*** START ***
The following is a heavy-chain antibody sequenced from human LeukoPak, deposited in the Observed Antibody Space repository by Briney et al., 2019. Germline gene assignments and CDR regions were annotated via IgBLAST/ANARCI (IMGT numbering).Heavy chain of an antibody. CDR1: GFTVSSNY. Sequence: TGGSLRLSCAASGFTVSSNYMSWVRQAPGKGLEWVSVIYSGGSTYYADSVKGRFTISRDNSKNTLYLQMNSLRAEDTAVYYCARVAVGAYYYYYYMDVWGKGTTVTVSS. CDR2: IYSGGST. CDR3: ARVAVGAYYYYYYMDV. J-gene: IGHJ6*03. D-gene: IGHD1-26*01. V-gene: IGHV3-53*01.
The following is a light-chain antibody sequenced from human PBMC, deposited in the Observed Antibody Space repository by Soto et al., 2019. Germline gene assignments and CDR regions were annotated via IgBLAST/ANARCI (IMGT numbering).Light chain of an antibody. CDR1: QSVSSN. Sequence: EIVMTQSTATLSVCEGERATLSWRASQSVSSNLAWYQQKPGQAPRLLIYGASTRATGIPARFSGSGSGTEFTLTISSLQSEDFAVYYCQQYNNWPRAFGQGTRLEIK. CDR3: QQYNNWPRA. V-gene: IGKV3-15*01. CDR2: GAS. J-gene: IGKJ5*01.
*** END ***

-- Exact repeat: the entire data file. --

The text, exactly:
The following is a heavy-chain antibody sequenced from human LeukoPak, deposited in the Observed Antibody Space repository by Briney et al., 2019. Germline gene assignments and CDR regions were annotated via IgBLAST/ANARCI (IMGT numbering).Heavy chain of an antibody. CDR1: GFTVSSNY. Sequence: TGGSLRLSCAASGFTVSSNYMSWVRQAPGKGLEWVSVIYSGGSTYYADSVKGRFTISRDNSKNTLYLQMNSLRAEDTAVYYCARVAVGAYYYYYYMDVWGKGTTVTVSS. CDR2: IYSGGST. CDR3: ARVAVGAYYYYYYMDV. J-gene: IGHJ6*03. D-gene: IGHD1-26*01. V-gene: IGHV3-53*01.
The following is a light-chain antibody sequenced from human PBMC, deposited in the Observed Antibody Space repository by Soto et al., 2019. Germline gene assignments and CDR regions were annotated via IgBLAST/ANARCI (IMGT numbering).Light chain of an antibody. CDR1: QSVSSN. Sequence: EIVMTQSTATLSVCEGERATLSWRASQSVSSNLAWYQQKPGQAPRLLIYGASTRATGIPARFSGSGSGTEFTLTISSLQSEDFAVYYCQQYNNWPRAFGQGTRLEIK. CDR3: QQYNNWPRA. V-gene: IGKV3-15*01. CDR2: GAS. J-gene: IGKJ5*01.